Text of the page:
Thursday, March 29, 2018

The differences in danger

BikeWalkLee Column
The News-Press, 3/29/2018
by Ken Gooderham

Weekday afternoons may be the most dangerous time to drive in Southwest Florida, but what is the most dangerous time to bike or walk?

For those of you who missed the recent article on vehicle crashes, data collected by the Lee County Metropolitan Planning Organization (MPO) shows that vehicle crashes peaked weekday afternoons. The worst time was Friday at 4 p.m., followed by Wednesday at 5 p.m. The safest time to drive? Around 3 a.m. most days.

These findings underscore the deadly combination of more vehicles on the road and drivers paying less attention. But would that correlate with crashes involving cyclists and pedestrians?

Since there’s no bike/ped data on which to draw, we can only speculate. Obviously, more traffic would help contribute to more crashes – so the afternoon apex is feasible in bike/ped problems as well. However, there are some additional contributing factors that could affect the dangers.

The primary difference would be visibility, since vehicles hitting cyclists or pedestrians would be more likely in the low-light conditions of dusk and dawn – not to mention the no-light conditions at night. All the more reason bikers, runners and walkers need to work on being as visible as possible, using bright colors, bright lights and bright ideas (such as emphasizing your motion with lights and reflectors). Being seen greatly improves your chances of not being hit.

The second issue is being predictable, either acting like a vehicle if you’re on wheels or walking and running wisely if on foot. Drivers expect other drivers to operate their vehicles by certain rules, and will safely negotiate most roadway interactions based on that predicted behavior. But if cyclists or pedestrians dart in and out of traffic, don’t wait their turn at intersections or otherwise behavior in an unpredictable fashion, their chance of becoming a statistic (and not in a good way) rise dramatically.

Yet another issue impacting the chances of impact is the vast different in agility between vehicles and bikers or walkers. Cyclists and pedestrians can stop and turn dramatically faster than a vehicle, which has much more momentum and mass to deal with. That makes bikers and walkers far more nimble – and moving vehicles far more deadly. Just because you can stop your bike within 10-15 feet, say, doesn’t mean the car behind you can come to a stop anywhere near that – which doesn’t put you in a very good position if you’re operating on the same roadway.

One very common element in increasing danger for both drivers and walkers/bikers is distraction. A distracted driver is more dangerous to everyone and everything around them, whereas a distracted cyclist, runner or pedestrian increases the danger only to themselves.

So what can you do to stay safer on foot or on your bike?
  • Be visible. Bright lights and bright colors.
  • Be predictable. No sudden or stupid moves.
  • Pay attention. Don’t be distracted from everything going on around you.
  • Bike or walk defensively. Acting like they’re out to get you is the best way to avoid danger. (And cyclists… wear a helmet!)
  • Know your weaknesses. If sharing the road scares you, stay on the path. Night vision not so good? Then only go out in the daylight.
One more thought: More road users can mean more road dangers – so avoid rush hour if you have a choice (especially now, when our roads are at their maximum use). The odds just make sense.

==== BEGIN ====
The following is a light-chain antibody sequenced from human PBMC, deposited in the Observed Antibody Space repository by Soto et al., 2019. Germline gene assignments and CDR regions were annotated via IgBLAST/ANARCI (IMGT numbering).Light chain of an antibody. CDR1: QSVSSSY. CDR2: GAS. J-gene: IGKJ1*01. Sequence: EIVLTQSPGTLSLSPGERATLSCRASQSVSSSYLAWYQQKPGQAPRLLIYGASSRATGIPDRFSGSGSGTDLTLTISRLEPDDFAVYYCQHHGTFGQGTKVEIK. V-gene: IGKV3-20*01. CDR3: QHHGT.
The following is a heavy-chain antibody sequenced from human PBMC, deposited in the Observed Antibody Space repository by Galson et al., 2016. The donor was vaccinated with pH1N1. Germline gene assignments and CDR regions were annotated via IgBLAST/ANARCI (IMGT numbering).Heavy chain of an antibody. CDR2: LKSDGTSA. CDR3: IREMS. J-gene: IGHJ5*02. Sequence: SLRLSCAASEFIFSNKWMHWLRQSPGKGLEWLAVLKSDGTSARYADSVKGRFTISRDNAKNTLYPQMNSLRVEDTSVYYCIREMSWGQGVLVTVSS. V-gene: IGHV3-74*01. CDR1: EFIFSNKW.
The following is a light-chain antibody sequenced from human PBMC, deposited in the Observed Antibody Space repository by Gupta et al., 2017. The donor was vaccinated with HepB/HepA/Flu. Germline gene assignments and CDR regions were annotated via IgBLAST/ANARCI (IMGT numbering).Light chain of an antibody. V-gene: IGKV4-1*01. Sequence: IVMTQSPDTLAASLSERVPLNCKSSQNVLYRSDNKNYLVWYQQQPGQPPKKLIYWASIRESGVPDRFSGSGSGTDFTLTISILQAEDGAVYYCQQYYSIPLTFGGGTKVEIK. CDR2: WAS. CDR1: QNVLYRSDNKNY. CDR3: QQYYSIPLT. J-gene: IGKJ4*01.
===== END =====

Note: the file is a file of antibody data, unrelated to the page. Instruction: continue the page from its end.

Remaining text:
A transportation deep dive

Staying with both traffic and the MPO, there’s an upcoming one-day conference for the transportation professionals out there… and for transportation geeks as well.

“Designing for People, Place and Profit” will be held on Thursday, April 19, 8 a.m. to 5 p.m. at the Fort Myers campus of Florida Southwestern State College. A collection of planners, engineers and transportation heavyweights are scheduled to speak on an array of topics. Not for the casual listener, but certainly invaluable if your profession or your passion tend toward transportation issues.

Your $90 registration fee includes breakfast, lunch and break. You can find out more at or sign up at

Ready to ride or run?

Run? Events abound this Saturday, with 5Ks in Fort Myers (Eggs and Ears 5K) and Naples (Wellfit Girls and One Human Race). Details at or The following Saturday features the Fast and Furriest 5K at Hammond Park in Fort Myers, to support the Gulf Coast Humane Society (which means your dog can be part of the action at this one).
Ride? Critical Mass rides abound – in Cape Coral on Friday night, downtown Fort Myers on Saturday morning and then downtown Fort Myers again on Friday night. For the night rides, lights are mandatory; for all rides helmets are suggested. Details at

Both?  Since it’s good to plan your tris in advance, put these three on the calendar:
  • Sunday, April 15: FGCU Eagle Sprint Tri and Duathlon, Florida Gulf Coast University (
  • Saturday, May 12: Cape Coral Yacht Club Sprint Tri (
  • Sunday, June 3: Fitness Challenge Sprint Tri, Naples Beach Hotel & Golf Club, Naples (
  • Also, registration opens for the Galloway Captiva Tri on May 1; the race weekend is Sept. 15-16, with the kids’ events Saturday and the sprint tri Sunday.


Have a favorite route you like to bike, or a unique walk you’d like to share with others? Tell us about it at, and maybe we can feature it in an upcoming column.

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Ken Gooderham writes this on behalf of BikeWalkLee, a community coalition raising public awareness and advocating for complete streets in Lee County — streets that are designed, built, operated and maintained for safe and convenient travel for all users: pedestrians, bicyclists, motorists, and transit riders of all ages and abilities. Information, statistics and background online at 


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